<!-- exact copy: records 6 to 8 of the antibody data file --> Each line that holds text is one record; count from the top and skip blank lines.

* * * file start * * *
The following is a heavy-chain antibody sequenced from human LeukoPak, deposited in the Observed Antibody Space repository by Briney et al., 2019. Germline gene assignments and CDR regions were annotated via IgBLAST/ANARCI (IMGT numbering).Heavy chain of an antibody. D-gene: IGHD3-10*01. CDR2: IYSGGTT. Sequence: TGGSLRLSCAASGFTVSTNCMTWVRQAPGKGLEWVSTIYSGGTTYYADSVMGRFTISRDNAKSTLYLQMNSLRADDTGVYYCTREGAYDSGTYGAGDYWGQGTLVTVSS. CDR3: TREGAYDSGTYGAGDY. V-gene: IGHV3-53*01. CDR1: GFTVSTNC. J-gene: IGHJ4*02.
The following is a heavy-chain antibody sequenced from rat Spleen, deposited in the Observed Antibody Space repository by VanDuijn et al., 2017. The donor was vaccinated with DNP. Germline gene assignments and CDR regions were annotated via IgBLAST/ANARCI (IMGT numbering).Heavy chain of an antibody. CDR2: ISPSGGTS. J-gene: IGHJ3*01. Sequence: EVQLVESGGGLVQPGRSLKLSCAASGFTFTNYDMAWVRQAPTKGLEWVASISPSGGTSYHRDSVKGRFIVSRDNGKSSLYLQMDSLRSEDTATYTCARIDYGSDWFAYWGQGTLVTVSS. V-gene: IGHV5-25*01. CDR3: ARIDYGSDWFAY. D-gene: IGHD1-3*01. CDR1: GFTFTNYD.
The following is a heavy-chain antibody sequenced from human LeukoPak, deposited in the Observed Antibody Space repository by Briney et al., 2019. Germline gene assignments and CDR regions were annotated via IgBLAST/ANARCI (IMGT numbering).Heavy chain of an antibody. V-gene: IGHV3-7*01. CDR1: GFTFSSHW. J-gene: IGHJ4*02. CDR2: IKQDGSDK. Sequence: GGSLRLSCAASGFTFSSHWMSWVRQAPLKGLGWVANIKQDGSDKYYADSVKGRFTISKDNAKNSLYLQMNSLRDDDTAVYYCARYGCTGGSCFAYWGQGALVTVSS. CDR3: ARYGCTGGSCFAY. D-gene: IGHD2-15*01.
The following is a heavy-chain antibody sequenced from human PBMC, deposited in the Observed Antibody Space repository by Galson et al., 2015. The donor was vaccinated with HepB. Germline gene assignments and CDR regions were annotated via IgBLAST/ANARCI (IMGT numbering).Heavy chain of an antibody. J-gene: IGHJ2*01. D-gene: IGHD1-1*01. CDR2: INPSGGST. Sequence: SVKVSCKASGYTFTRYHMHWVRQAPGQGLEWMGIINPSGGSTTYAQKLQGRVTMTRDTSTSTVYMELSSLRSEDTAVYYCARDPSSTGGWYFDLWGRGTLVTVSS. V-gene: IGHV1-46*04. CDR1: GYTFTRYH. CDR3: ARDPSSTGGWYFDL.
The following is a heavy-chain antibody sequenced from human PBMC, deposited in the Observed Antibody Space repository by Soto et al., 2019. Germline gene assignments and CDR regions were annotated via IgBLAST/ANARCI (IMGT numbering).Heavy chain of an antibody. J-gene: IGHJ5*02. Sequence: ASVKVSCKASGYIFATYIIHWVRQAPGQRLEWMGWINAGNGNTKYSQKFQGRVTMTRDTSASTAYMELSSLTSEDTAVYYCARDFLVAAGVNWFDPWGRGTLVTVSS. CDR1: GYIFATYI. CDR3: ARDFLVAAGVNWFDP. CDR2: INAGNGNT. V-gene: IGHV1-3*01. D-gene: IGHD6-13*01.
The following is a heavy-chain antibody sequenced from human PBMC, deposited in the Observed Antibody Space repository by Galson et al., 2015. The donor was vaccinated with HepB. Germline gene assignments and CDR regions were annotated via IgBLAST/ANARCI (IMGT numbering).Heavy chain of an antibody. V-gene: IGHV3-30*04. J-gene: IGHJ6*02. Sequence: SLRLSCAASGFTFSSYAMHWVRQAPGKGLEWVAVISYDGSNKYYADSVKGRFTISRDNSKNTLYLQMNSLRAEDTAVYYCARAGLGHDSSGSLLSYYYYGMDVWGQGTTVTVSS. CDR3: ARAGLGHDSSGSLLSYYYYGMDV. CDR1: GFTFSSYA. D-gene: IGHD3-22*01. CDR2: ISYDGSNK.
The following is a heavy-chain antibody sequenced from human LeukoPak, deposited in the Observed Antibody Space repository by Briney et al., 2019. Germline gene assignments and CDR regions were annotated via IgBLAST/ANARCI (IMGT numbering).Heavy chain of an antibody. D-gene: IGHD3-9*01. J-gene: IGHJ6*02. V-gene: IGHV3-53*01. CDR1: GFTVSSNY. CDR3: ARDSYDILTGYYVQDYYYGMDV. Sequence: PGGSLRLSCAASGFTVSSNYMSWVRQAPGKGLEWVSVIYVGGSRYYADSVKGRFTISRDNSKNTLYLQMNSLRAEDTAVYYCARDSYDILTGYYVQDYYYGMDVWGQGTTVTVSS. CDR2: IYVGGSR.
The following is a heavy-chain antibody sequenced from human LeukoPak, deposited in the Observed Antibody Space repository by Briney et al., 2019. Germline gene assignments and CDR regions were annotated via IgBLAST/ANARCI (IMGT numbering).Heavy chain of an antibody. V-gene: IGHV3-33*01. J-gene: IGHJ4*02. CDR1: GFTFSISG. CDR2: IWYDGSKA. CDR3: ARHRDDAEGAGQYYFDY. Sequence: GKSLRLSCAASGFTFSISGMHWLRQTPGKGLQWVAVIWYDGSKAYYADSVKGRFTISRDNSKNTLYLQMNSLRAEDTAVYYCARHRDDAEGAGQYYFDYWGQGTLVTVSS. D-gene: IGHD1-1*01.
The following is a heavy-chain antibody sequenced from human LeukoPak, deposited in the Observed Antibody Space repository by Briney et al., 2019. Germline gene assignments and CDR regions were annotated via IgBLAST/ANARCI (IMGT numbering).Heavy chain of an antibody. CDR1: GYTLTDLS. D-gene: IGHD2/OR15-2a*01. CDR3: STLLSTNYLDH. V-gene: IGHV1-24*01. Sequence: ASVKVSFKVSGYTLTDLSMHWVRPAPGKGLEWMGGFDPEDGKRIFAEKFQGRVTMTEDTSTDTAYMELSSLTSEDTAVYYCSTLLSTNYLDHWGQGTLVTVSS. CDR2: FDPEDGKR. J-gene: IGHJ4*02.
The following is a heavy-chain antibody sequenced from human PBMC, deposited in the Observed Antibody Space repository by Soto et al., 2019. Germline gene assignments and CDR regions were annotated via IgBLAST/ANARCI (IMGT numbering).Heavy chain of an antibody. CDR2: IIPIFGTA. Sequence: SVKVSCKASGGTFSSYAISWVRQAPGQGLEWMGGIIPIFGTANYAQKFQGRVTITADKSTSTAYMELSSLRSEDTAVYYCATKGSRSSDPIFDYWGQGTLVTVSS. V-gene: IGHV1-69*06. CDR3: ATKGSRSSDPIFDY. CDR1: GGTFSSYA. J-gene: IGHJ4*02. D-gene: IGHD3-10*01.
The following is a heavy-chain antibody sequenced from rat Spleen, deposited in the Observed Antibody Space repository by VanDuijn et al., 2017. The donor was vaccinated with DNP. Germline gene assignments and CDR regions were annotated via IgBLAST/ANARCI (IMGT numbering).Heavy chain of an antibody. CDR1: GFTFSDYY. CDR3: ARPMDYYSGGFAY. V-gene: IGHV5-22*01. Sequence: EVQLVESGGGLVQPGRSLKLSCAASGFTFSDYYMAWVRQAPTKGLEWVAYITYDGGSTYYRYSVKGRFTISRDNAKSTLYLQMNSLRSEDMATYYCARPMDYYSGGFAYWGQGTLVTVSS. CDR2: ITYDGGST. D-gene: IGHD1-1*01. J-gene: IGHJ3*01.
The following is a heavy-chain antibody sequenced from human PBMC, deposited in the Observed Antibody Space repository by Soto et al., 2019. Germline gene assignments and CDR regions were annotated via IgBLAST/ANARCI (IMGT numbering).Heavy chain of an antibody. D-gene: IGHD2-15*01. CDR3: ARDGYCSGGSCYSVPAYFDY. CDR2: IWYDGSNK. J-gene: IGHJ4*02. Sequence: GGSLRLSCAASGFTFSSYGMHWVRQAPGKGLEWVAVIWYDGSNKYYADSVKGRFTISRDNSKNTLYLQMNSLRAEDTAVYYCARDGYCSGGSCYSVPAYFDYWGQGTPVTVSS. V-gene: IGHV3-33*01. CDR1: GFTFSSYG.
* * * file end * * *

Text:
The following is a heavy-chain antibody sequenced from human PBMC, deposited in the Observed Antibody Space repository by Galson et al., 2015. The donor was vaccinated with HepB. Germline gene assignments and CDR regions were annotated via IgBLAST/ANARCI (IMGT numbering).Heavy chain of an antibody. V-gene: IGHV3-30*04. J-gene: IGHJ6*02. Sequence: SLRLSCAASGFTFSSYAMHWVRQAPGKGLEWVAVISYDGSNKYYADSVKGRFTISRDNSKNTLYLQMNSLRAEDTAVYYCARAGLGHDSSGSLLSYYYYGMDVWGQGTTVTVSS. CDR3: ARAGLGHDSSGSLLSYYYYGMDV. CDR1: GFTFSSYA. D-gene: IGHD3-22*01. CDR2: ISYDGSNK.
The following is a heavy-chain antibody sequenced from human LeukoPak, deposited in the Observed Antibody Space repository by Briney et al., 2019. Germline gene assignments and CDR regions were annotated via IgBLAST/ANARCI (IMGT numbering).Heavy chain of an antibody. D-gene: IGHD3-9*01. J-gene: IGHJ6*02. V-gene: IGHV3-53*01. CDR1: GFTVSSNY. CDR3: ARDSYDILTGYYVQDYYYGMDV. Sequence: PGGSLRLSCAASGFTVSSNYMSWVRQAPGKGLEWVSVIYVGGSRYYADSVKGRFTISRDNSKNTLYLQMNSLRAEDTAVYYCARDSYDILTGYYVQDYYYGMDVWGQGTTVTVSS. CDR2: IYVGGSR.
The following is a heavy-chain antibody sequenced from human LeukoPak, deposited in the Observed Antibody Space repository by Briney et al., 2019. Germline gene assignments and CDR regions were annotated via IgBLAST/ANARCI (IMGT numbering).Heavy chain of an antibody. V-gene: IGHV3-33*01. J-gene: IGHJ4*02. CDR1: GFTFSISG. CDR2: IWYDGSKA. CDR3: ARHRDDAEGAGQYYFDY. Sequence: GKSLRLSCAASGFTFSISGMHWLRQTPGKGLQWVAVIWYDGSKAYYADSVKGRFTISRDNSKNTLYLQMNSLRAEDTAVYYCARHRDDAEGAGQYYFDYWGQGTLVTVSS. D-gene: IGHD1-1*01.